Posts Tagged schooling

Book Notes – Deschooling Society (2)

Degree ceremony at the University of Oxford. T...
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Following on…

For most men the right to learn is curtailed by the obligation to attend school. ((From the introduction.)

the existence of the university is necessary to guarantee continued social criticism (p. 37)

The man addicted to being taught seeks his security in compulsive teaching. (p. 39)

once the self-taught man or woman has been discredited, all non-professional activity is rendered suspect. In school we are taught that valuable learning is the result of attendance; that the value of learning increases with input; and that this value can be measured and documented by grades and certificates. (p. 39)

School teaches [the myth that] instruction produces learning. The existence of school produces the demand for schooling. Once we have learned to need school, all our activities tend to take the shape of client relationships to other specialized institutions. (p. 39)

Knowledge … is conceived of as a commodity put on the market in school. (p. 47)

School makes alienation preparatory to life, thus depriving education of reality and work of creativity. (p. 47)

Knowledge is not a commodity which can be forced into the consumer. (p. 50)

[Schools should]

  • be convivial places which folk do not have to be convinced to use (p. 55)
  • move towards praxis (action) and away from poesis (making) (p. 62)
  • increase the opportunity and desirability of human interaction (p. 63)

Institutions men use without having to be institutionally convinced that it is to their advantage to do so… (p. 55)

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Japan news: over 100 teachers opt for demotion

For one of the classes I teach, I need to find news items in English about Japan (especially items that look at Japanese society from an unusual or non-Japanese point of view), and Japan Probe is a good source of such news. Japan Probe is a Japan news blog in English that focusses on general-interest news items, and sometimes usefully includes embedded video taken from Japanese TV. An item I found today, and bookmarked for my class, is Foreign tourists feel the pain as dollar/euro weaken against yen

The news class I teach is at a university, and, naturally, behind a firewall. Previously, some videos have been inaccessible to these students. If YouTube were blocked, that would kinda cramp things.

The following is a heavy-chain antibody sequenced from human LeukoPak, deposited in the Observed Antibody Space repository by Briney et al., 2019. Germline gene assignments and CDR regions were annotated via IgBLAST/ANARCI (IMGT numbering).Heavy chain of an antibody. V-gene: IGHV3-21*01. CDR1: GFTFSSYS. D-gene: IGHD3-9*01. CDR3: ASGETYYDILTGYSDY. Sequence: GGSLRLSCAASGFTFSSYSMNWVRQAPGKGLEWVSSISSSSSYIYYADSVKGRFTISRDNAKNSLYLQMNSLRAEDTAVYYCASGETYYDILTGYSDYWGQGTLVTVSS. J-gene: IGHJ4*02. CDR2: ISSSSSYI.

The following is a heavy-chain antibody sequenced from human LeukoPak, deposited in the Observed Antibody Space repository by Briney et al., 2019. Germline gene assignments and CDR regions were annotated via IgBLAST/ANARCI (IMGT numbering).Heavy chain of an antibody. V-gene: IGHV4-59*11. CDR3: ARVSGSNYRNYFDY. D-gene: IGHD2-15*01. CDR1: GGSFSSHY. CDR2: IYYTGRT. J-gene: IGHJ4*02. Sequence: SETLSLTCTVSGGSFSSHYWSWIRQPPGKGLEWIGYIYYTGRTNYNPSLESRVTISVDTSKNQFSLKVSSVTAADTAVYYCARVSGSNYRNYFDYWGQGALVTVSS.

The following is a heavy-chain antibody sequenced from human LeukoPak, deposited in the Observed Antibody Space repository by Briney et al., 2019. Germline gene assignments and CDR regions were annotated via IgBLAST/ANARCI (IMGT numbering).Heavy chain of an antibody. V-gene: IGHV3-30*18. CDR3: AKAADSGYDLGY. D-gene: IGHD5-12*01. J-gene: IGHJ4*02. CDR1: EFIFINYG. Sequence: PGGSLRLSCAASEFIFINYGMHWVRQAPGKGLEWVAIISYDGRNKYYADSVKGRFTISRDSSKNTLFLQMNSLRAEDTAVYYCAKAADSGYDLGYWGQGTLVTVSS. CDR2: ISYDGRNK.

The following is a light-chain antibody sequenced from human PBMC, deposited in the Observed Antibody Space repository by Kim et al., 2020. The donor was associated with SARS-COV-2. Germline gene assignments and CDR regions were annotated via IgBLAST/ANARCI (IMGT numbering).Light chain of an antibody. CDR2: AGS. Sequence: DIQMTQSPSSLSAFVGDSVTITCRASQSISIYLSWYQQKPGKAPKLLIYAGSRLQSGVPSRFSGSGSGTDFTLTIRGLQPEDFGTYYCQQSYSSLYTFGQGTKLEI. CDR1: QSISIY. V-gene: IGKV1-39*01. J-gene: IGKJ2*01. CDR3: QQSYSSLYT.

Another Japan news blog I subscribe to is Japan Today, which led me to this news item about Japanese public school teachers choosing demotion over the presumably high stress-levels of managerial positions.  I was interested in the ministry official’s statement,

‘‘Teachers in these positions tend to be saddled with heavy workloads and we will urge (schools) to improve their working conditions so that they do not get too much work,’’

and in one of the commenters who thought that the Education ministry

should provide more money for more teachers and fewer students per class rather than ‘urge’ schools to improve their working conditions.

If the teachers don’t like it, why don’t they negotiate for better conditions (fewer classes, for instance), or quit? Why do they need some higher power to fix things for them? What do you think?


I recommend the following digital products: WP GDPR Fix, a WordPress plugin that quickly and easily helps you make your WP blog GDPR compliant. Brett Kelly's "Evernote Essentials", Dan Gold's $5 guides to Getting Everything Done with Evernote and Springpad, and DocumentSnap Solutions' Paperless Document Organization Guides. Be sure to try DocumentSnap's free email course on going paperless first before buying his products. Sign up for it on his homepage.
Disclosure of Material Connection: My recommendations above are “affiliate links.” This means if you click on the link and purchase the item, I will receive a commission. Your cost will be the same as if you order directly. I only recommend products or services I use personally and believe will add value to my readers. This disclosure is in accordance with the Federal Trade Commission’s 16 CFR, Part 255: “Guides Concerning the Use of Endorsements and Testimonials in Advertising.”

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